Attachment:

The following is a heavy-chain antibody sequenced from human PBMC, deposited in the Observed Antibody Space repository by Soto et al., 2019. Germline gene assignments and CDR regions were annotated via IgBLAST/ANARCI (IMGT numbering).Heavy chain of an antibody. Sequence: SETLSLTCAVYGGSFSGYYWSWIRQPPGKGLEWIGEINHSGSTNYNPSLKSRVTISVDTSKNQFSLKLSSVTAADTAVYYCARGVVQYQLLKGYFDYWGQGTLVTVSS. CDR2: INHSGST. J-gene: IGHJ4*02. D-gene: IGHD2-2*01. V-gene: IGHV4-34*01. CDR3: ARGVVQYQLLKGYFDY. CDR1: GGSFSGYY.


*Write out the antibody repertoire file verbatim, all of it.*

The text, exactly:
The following is a heavy-chain antibody sequenced from human PBMC, deposited in the Observed Antibody Space repository by Soto et al., 2019. Germline gene assignments and CDR regions were annotated via IgBLAST/ANARCI (IMGT numbering).Heavy chain of an antibody. Sequence: SETLSLTCAVYGGSFSGYYWSWIRQPPGKGLEWIGEINHSGSTNYNPSLKSRVTISVDTSKNQFSLKLSSVTAADTAVYYCARGVVQYQLLKGYFDYWGQGTLVTVSS. CDR2: INHSGST. J-gene: IGHJ4*02. D-gene: IGHD2-2*01. V-gene: IGHV4-34*01. CDR3: ARGVVQYQLLKGYFDY. CDR1: GGSFSGYY.